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Potential Draconian Penalties Imposed Under Massachusetts Law on Start Ups

Joseph W. Bartlett, Special Counsel, McCarter & English, LLP


February 2008

Potential Draconian Penalties Imposed Under Massachusetts Law on Start ups Which Enter Into Arrangements With Employees, Regardless of How Senior, Which Defer or Waive Payment Of The Minimum Wage.

According to an alarming heads up by Ronan O'Brien and Kristin McGurn, of Seyfarth Shaw, there is an extraordinary trap for the unwary in Massachusetts (also known as 'Taxachusetts'), the State Payment of Wages Act. The article appears in the October 2007 Venture Capital Journal, p. 34 "Don't Allow Start Up Execs to Forfeit Salaries."

Assume a typical hypothetical. A pre-revenue start up, yet to raise its friends and family and/or angel round, is staffed by the founder and two other friends of the founder who, in consideration of full time service, have been granted equity positions in hopes that the company will turn into what is known in the trade these days as a "gazelle" . a company which will (or, better, may) successfully navigate the trip from "the embryo to the IPO." Expenses which cannot be avoided are being paid by the founder through nimble use of his or her credit cards and nobody is drawing a salary. According to the cited piece, the Massachusetts courts have held that failure to pay the minimum wage, which is at least $455 a week to each of the founder's two colleagues, and perhaps to the founder him/herself, will subject the responsible individuals . i.e., the founder and presumably any board members recruited by the founder . not only to civil but also to criminal penalties. Indeed, quoting the article,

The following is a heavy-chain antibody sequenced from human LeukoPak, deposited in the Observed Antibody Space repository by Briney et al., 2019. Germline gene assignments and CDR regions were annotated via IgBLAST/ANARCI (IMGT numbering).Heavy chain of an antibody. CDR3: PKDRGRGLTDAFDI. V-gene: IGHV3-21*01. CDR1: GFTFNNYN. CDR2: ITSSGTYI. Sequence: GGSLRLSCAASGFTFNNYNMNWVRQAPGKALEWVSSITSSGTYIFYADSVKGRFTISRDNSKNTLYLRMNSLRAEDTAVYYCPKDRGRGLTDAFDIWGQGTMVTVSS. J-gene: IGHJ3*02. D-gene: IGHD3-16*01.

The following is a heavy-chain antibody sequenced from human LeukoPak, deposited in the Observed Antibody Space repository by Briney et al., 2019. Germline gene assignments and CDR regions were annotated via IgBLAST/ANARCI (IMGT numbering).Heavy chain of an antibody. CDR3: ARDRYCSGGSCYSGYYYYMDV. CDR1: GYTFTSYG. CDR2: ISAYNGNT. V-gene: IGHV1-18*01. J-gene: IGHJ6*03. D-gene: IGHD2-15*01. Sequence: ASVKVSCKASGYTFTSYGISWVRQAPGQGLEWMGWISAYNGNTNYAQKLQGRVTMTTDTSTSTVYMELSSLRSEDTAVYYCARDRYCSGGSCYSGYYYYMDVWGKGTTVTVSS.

"at least one Massachusetts judge also held an outside investor who assumed certain management functions personally liable for unpaid wages. A companion statute governing penalties for violation of the wage statues also imposes criminal penalties on the company and certain officers. Liable offices face fines and imprisonment for willful offenses . ."

Well, the obvious question is as follows: Does this mean that, if a founder does not have the requisite resources and needs a little help from his or her friends, as they say, Massachusetts is not the appropriate venue for the start up? It would appear, absent further clarification or action by the Massachusetts legislature, that such may well be the case.

Comments? I am a member of the Massachusetts Bar but I have not independently researched this issue. Other states to worry about?


Joseph W. Bartlett, Special Counsel, JBartlett@McCarter.com

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